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posted by mrpg on Wednesday January 03 2018, @08:33AM   Printer-friendly
from the call-911 dept.

Information obtained via right-to-know request revealed The New Jersey State Police spent at least $850,000 on stingray devices from Harris Corp.

Authorities didn't respond to NBC10's request to discuss the use of the technology described in more than 100 pages of invoices and other heavily redacted documents detailing the devices purchased. Jeanne LoCicero, deputy legal director ACLU of New Jersey, asked for the same documents that NBC10 sought and received the same response from the department upon further inquiry.

[...] New Jersey State Police department's lack of transparency on the device is not uncommon from what has been seen with other law enforcement agencies at both the local and federal level when similar requests have been made.


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  • (Score: 4, Interesting) by DannyB on Wednesday January 03 2018, @07:07PM (1 child)

    by DannyB (5839) Subscriber Badge on Wednesday January 03 2018, @07:07PM (#617291) Journal

    Why is Stingray so secret? Why can't it be discussed? Defendants cannot question the secrecy of Stingray. If they do, and get very far in court, then the case against them is dropped rather than reveal any information.

    Law enforcement agencies won't discuss whether they have or use Stingray.

    Why is this?

    Two theories.

    Theory 1

    In order to work Stingray must have something like credentials or cryptographic keys that enable it to impersonate various cell phone network towers. These keys / credentials are stolen. If these were revealed:
    1. anyone else with suitable equipment could also implement a Stingray (but not for long . . .)
    2. the network operators would revoke those credentials throughout their network so that all mobile devices in their network would reject those fake towers -- thus completely breaking Stingray.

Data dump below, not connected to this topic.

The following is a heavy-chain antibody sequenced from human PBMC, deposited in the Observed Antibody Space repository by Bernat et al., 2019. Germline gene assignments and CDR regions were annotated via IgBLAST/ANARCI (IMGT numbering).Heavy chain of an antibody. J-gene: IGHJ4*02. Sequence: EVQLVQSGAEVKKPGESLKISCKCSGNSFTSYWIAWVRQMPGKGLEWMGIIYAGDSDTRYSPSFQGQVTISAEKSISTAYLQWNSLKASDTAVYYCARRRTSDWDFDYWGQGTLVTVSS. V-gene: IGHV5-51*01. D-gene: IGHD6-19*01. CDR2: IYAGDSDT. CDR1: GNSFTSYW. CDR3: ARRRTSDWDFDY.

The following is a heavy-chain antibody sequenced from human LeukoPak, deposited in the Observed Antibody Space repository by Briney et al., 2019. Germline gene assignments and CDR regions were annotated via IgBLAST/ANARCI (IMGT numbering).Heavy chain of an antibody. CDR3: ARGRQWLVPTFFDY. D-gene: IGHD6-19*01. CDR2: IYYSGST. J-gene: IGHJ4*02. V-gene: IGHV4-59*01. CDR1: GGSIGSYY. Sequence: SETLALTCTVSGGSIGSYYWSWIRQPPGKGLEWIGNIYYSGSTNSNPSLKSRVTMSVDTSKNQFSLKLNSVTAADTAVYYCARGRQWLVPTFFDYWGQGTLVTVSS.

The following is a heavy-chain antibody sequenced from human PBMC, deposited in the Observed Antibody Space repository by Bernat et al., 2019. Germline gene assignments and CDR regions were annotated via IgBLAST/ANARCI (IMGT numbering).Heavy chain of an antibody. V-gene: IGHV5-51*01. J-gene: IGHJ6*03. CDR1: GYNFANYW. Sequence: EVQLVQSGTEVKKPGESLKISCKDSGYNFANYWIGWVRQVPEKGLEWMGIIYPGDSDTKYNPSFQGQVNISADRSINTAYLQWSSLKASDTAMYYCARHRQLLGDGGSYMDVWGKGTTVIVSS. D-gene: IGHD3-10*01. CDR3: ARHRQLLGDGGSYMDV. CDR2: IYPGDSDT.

Theory 2

    A long time ago, in a galaxy far, far away . . .

    the cellular network protocols were designed. The world was far less hostile. Much less was invested in developing security beyond obvious basics. Exotic attacks of APTs were considered infeasible and outlandish.

    Under this theory Stingray works by exploiting vulnerabilities in how the network works. Basically, it is possible to trick your phone into using a fake cell tower. In order to fix this, bright shiny new protocols would need to be designed. It would take years to implement this throughout the entire network(s). Mobile transceivers would only be upgraded by attrition.

    Either way . . . if the secret of Stingray gets out, then nerds, yes nerds! could build their own Stingrays! This would soon allow poor people to be snooping on rich and powerful people. Chaos would ensue. The entire planet would end in flames.

    The most difficult part of the art of fencing is digging the holes and carrying the fence posts.
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  • (Score: 0) by Anonymous Coward on Wednesday January 03 2018, @08:27PM

    by Anonymous Coward on Wednesday January 03 2018, @08:27PM (#617331)

    Ah yes, technology that we can only leave in the safe hands of BATMAN! I guess cops where all black too these days, so what the hell let them have it too!